Tomorrow, I am off to my first meditation retreat: ten days of silence, concentrating on my breath, and scanning my body for sensations. Ten hours each day. One-hundred hours total.
Recently, I passed a milestone: 300 consecutive days of meditation. It's become an essential part of my day whether sick, tired, or busy. So, why do I do it?
Forget the stock-standard answers. It's the same reason some people still smoke despite knowing the health risks: smoking balances them out. Now, my brain didn't need balancing out before my PTSD, but it prefers it now. Meditation quietens the anxiety, the self-reflexive examination, the obsessive thinking on events past, the irrational desire to change immutable history.
Can I tell you a story? I've spent most of a lifetime where my mind has never stopped. It's always thinking; there's never any silence. I have this good friend called Neuroticism whom perhaps you know? But in February of 2016. I did a three-day course doing a somatic-therapy workshop, the same therapy which a month earlier had cured me of PTSD so clearly and distinctly after ten years of struggling that it still felt surreal. After all the scientifically proven treatments had failed, all the psychology visits and mental probing and whatever else, I try a therapy that targets the nervous system in the body, not the mind, and isn't yet clinically proven, and all this craziness in my head for ten years just goes poof! and disappears. Can you imagine what it feels like to have been fighting for so long just to keep going and then the fight just disappears and there you are?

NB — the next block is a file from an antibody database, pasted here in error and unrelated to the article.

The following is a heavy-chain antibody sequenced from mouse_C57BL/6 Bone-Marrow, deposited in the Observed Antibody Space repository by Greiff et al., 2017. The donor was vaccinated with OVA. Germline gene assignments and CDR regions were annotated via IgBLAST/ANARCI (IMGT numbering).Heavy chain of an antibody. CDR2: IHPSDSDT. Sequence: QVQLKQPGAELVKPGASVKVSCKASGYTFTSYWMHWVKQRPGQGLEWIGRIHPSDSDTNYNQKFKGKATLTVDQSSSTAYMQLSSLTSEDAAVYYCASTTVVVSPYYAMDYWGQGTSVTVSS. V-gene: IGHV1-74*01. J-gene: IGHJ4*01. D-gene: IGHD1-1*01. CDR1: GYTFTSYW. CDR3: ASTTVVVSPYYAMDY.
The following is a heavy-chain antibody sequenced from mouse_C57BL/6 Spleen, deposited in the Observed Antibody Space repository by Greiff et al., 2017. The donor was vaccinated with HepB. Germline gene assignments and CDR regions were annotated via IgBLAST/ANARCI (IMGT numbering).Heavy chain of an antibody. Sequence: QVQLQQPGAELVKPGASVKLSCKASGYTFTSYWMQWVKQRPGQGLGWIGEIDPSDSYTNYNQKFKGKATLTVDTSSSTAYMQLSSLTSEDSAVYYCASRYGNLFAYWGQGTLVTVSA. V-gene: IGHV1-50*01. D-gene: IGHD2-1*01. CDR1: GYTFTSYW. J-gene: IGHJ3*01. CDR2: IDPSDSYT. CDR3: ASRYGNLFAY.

Well, I did the workshop where we used this somatic therapy twice each day for three days, and then, for the following three days, everything changed. My mind, forever chattering, went silent. My feeling of being separate from the rest of the world, from being me, and you being you, disappeared, and I felt like everything was one. You hear these stories in various meditation traditions, but to have it firsthand and proven to you! I was in complete harmony with the world. My mind was empty of thought except when I consciously chose to think. I loved everyone and everything around me. Nothing angered or frustrated me. Nothing! Every ounce of bad news was just greeted by my mind with complete acceptance. In fact, bad news no longer seemed bad, just news. The problems with the world were no longer defined by my mind as problems.
I didn't have to try in order to get anything done. I just knew what I had to do and I just did it, calmly and happily. There was no fighting needing to be done in the world, because there was no fighting needing to be done in me. Am I making sense? It's one thing to believe that life is a struggle, but another to feel that way. And the struggle just disappeared. My flaws didn't bother me, insecurity disappeared, and the world was beautiful and miraculous. People who take LSD or Psilocybin sometimes report such states afterwards. But the only people who seem to reach such a state on any kind of permanent basis are advanced meditators. That experience is a big part of the reason I started meditating, because I now knew that my mind was capable of operating in a different space to what I thought it could.1
- Most of this post (specifcally, the last three paragraphs) comes from an old letter that I wrote to a dear friend who died too soon.